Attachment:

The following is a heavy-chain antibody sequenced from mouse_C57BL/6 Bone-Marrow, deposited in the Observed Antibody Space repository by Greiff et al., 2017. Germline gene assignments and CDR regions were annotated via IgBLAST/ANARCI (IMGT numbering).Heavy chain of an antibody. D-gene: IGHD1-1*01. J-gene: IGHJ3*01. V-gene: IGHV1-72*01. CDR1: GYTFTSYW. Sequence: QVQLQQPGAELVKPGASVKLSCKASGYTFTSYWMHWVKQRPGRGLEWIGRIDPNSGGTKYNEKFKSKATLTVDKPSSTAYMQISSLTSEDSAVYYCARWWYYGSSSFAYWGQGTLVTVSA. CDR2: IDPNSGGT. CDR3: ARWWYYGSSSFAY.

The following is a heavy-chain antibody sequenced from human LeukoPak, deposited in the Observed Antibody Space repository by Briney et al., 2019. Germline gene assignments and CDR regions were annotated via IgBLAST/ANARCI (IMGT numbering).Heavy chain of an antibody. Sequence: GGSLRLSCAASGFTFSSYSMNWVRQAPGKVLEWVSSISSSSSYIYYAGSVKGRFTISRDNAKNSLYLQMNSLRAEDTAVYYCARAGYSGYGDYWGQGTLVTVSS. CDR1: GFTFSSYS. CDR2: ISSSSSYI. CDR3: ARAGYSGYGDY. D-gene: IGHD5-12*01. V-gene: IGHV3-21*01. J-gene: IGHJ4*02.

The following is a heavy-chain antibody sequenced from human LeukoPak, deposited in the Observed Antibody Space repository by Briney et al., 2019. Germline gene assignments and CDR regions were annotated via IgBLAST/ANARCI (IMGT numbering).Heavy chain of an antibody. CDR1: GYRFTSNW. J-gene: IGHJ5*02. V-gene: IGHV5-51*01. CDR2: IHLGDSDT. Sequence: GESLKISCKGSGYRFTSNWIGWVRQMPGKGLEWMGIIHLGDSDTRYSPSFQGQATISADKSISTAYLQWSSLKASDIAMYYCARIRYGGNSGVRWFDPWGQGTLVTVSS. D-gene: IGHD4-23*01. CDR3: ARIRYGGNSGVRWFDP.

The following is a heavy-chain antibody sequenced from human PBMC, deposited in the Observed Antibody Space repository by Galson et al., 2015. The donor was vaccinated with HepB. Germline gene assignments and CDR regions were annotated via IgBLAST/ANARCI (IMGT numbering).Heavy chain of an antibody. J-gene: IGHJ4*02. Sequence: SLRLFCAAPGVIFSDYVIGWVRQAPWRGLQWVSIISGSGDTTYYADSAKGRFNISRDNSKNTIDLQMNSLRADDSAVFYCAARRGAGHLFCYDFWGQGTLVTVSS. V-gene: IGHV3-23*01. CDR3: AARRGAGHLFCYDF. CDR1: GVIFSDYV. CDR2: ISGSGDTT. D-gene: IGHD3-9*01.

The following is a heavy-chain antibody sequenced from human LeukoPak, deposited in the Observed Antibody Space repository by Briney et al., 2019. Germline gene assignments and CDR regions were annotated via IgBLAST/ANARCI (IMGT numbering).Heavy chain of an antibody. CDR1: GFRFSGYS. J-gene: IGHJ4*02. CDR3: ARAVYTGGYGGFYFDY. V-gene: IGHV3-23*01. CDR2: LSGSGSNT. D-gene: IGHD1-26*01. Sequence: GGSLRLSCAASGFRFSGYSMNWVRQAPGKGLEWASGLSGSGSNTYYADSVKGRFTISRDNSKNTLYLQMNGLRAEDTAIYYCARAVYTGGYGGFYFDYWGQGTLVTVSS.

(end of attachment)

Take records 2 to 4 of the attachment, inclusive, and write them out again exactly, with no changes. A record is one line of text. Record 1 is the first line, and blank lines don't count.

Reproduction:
The following is a heavy-chain antibody sequenced from human LeukoPak, deposited in the Observed Antibody Space repository by Briney et al., 2019. Germline gene assignments and CDR regions were annotated via IgBLAST/ANARCI (IMGT numbering).Heavy chain of an antibody. Sequence: GGSLRLSCAASGFTFSSYSMNWVRQAPGKVLEWVSSISSSSSYIYYAGSVKGRFTISRDNAKNSLYLQMNSLRAEDTAVYYCARAGYSGYGDYWGQGTLVTVSS. CDR1: GFTFSSYS. CDR2: ISSSSSYI. CDR3: ARAGYSGYGDY. D-gene: IGHD5-12*01. V-gene: IGHV3-21*01. J-gene: IGHJ4*02.

The following is a heavy-chain antibody sequenced from human LeukoPak, deposited in the Observed Antibody Space repository by Briney et al., 2019. Germline gene assignments and CDR regions were annotated via IgBLAST/ANARCI (IMGT numbering).Heavy chain of an antibody. CDR1: GYRFTSNW. J-gene: IGHJ5*02. V-gene: IGHV5-51*01. CDR2: IHLGDSDT. Sequence: GESLKISCKGSGYRFTSNWIGWVRQMPGKGLEWMGIIHLGDSDTRYSPSFQGQATISADKSISTAYLQWSSLKASDIAMYYCARIRYGGNSGVRWFDPWGQGTLVTVSS. D-gene: IGHD4-23*01. CDR3: ARIRYGGNSGVRWFDP.

The following is a heavy-chain antibody sequenced from human PBMC, deposited in the Observed Antibody Space repository by Galson et al., 2015. The donor was vaccinated with HepB. Germline gene assignments and CDR regions were annotated via IgBLAST/ANARCI (IMGT numbering).Heavy chain of an antibody. J-gene: IGHJ4*02. Sequence: SLRLFCAAPGVIFSDYVIGWVRQAPWRGLQWVSIISGSGDTTYYADSAKGRFNISRDNSKNTIDLQMNSLRADDSAVFYCAARRGAGHLFCYDFWGQGTLVTVSS. V-gene: IGHV3-23*01. CDR3: AARRGAGHLFCYDF. CDR1: GVIFSDYV. CDR2: ISGSGDTT. D-gene: IGHD3-9*01.